Whalley Hydro is an energy co-operative based at Whalley (UK) that successfully developed a 100-kW micro hydro-electricity generating plant beside the River Calder. Considering the potential ecological impact on fish movements, flood patterns and noise, the co-operative went through an extensive environmental impact assessment procedure to ensure environmental harm was avoided. Rivers in the United Kingdom are protected by the Environment Agency. To build a hydro plant in a river one needs to comply with stringent and comprehensive environmental regulations. Whalley Hydro’s way of dealing with this regulation, using the expertise of the government agencies, makes this an example of best practice in the environmental integration of RES technology.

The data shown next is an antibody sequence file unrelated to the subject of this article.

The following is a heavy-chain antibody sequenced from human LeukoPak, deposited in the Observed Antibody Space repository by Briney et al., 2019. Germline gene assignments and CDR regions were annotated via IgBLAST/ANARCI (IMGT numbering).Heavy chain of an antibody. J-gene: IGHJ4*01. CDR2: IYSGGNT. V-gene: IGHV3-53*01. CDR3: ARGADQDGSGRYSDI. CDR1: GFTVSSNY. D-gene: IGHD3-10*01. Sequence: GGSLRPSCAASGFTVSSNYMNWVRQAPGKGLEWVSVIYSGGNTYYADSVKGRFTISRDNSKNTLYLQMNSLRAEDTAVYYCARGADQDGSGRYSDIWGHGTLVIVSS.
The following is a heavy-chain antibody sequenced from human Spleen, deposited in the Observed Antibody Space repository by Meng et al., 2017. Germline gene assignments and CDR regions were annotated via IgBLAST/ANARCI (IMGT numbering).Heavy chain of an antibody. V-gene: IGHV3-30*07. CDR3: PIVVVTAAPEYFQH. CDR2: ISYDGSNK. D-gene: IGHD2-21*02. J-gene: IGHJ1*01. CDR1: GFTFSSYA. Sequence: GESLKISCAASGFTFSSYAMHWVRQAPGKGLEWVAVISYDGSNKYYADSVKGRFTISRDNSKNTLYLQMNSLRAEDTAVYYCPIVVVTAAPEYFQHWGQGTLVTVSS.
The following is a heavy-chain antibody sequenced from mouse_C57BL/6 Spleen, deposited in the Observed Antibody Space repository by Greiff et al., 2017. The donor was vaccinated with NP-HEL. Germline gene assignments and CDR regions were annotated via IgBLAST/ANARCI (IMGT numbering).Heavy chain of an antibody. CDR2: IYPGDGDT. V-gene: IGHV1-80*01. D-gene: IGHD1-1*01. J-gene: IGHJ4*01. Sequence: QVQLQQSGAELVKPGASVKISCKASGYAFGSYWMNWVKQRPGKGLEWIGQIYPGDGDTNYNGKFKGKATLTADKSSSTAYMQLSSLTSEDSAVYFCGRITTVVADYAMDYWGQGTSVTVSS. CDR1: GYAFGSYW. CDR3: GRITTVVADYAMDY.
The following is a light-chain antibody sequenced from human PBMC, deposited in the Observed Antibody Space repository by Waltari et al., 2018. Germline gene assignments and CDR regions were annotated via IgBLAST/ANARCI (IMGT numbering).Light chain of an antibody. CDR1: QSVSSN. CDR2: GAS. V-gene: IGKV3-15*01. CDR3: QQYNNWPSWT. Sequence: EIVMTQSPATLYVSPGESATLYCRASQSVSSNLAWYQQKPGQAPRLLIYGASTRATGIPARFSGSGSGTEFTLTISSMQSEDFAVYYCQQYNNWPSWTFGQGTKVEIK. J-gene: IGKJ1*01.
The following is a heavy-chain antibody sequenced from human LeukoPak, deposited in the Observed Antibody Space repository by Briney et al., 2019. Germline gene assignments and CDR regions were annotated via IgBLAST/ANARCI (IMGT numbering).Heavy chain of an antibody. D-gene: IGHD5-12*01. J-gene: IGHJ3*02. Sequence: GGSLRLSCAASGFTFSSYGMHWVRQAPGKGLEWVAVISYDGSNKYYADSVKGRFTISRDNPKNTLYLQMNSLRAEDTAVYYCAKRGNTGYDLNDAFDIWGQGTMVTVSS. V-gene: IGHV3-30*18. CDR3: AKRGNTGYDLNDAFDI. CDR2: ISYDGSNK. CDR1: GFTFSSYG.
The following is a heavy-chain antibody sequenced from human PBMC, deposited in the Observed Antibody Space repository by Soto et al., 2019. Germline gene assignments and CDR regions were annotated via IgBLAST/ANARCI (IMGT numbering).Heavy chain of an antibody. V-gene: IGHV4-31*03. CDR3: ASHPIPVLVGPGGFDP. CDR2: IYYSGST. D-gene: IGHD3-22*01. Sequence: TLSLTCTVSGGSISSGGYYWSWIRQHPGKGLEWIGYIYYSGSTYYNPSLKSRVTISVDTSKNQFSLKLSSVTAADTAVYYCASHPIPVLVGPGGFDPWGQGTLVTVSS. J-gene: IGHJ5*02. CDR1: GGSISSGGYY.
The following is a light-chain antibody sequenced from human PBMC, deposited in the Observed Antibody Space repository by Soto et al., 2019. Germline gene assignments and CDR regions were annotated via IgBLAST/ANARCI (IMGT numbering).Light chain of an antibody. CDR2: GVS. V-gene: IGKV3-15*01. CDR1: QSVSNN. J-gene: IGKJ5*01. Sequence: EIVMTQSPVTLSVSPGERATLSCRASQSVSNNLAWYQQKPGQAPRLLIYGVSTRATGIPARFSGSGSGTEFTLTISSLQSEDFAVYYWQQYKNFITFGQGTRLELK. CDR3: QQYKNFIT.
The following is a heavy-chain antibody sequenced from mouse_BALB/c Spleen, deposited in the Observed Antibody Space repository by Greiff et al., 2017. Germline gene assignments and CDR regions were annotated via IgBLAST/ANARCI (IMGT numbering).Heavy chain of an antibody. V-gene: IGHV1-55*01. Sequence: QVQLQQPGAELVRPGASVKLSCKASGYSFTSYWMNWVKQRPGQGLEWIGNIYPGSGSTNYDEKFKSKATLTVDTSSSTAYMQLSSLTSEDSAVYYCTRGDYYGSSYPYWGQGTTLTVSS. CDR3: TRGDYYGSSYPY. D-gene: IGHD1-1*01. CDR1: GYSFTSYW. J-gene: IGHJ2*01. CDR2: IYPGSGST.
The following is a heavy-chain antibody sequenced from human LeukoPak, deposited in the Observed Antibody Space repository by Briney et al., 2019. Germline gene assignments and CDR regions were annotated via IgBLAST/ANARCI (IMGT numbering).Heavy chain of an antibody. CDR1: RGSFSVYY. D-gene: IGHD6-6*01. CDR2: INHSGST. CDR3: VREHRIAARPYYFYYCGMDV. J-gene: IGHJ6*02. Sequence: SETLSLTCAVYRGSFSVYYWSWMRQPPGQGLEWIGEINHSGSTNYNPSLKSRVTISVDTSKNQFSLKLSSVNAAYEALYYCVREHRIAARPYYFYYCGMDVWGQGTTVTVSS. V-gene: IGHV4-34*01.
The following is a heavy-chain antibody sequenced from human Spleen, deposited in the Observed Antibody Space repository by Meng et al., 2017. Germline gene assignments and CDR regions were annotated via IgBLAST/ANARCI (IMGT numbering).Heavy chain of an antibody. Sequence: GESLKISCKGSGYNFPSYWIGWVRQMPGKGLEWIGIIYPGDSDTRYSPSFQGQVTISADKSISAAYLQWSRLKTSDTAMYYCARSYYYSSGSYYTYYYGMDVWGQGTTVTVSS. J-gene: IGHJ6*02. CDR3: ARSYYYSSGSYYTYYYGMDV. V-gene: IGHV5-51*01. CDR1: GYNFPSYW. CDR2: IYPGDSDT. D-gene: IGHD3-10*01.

Zonnestad, a project put forward by the local energy cooperative EnerGent, is resolutely promoting more solar panels in Ghent (Belgium) and its surrounding area. The cooperative offers independent advice to homeowners, tenants and local businesses and successfully developed a map indicating how well buildings in the city are oriented for solar energy production. The cooperative also organises citizens through a group purchasing scheme. The panels bought in bulk are selected and assessed by the cooperative to be socio-environmentally responsible panels, and purchased at a competitive, predetermined prices. The Gent Zonnestad project resulted in 549 installations.
This represented in total a production of 8 MWh peak.